Benjamin Franklin liked to style himself simply as "B. Franklin, Printer," but this unassuming description belied a native urbanity, intellect, and shrewdness that made him one of the most brilliant figures of the American Revolution. An early advocate of political union in the colonies, he assisted Thomas Jefferson in drafting the Declaration of Independence. It was, however, as the Continental Congress' ambassador to France that he performed his greatest service in the war with Britain. Consciously cultivating an air of provencal simplicity, he thoroughly won over the cosmopolitan French and, in doing so, forged an alliance with France that was to contribute heavily to the success of his cause. As a negotiator of the Treaty of Paris ending the Revolution in 1783, he again demonstrated his singular gifts in a succession of subtle maneuvers that, in substantial measure, won terms far more favorable to America than it might have expected.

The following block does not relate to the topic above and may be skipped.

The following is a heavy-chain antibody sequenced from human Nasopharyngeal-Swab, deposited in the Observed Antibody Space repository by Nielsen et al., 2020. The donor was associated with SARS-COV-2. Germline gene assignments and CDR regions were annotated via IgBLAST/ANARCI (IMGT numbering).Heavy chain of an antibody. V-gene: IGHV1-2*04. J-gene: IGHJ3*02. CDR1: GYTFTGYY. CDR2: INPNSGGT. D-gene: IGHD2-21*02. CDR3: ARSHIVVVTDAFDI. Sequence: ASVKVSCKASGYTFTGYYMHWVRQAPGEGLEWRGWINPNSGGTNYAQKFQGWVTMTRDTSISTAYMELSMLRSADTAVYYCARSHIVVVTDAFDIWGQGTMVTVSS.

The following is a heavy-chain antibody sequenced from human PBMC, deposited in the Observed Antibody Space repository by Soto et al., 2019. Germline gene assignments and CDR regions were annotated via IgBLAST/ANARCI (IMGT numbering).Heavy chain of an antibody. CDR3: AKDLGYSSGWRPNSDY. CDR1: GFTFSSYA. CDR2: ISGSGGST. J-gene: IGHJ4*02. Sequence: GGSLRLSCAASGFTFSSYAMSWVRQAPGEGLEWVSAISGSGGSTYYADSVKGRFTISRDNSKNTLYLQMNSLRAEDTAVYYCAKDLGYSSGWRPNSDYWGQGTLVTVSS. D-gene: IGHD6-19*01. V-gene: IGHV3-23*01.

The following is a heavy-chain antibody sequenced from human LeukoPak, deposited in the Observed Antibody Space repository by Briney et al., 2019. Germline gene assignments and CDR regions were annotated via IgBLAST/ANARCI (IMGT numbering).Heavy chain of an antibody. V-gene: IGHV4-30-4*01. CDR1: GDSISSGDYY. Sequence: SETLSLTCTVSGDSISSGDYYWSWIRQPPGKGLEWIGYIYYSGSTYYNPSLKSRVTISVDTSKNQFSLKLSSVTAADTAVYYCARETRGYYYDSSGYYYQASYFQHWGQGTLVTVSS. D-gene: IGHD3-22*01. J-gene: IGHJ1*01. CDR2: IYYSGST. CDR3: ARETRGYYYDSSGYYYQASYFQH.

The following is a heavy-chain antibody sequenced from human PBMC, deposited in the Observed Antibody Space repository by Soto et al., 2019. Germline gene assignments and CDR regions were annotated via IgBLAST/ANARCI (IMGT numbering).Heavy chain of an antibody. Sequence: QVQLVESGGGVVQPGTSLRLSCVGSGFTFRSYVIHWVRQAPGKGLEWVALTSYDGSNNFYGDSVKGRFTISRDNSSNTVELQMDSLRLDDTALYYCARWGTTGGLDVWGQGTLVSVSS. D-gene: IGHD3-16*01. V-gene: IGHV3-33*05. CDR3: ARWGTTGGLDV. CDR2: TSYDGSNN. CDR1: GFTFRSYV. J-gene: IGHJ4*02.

The celebrated French sculptor Jean-Antoine Houdon modeled his bust of Franklin from observations made in the course of social encounters with his subject in Paris. Despite the lack of formal sittings, the likeness was considered exceptionally good, and in late 1778 a French observer noted that all of Paris was flocking to Houdon's studio to view his rendering of America's charming ambassador.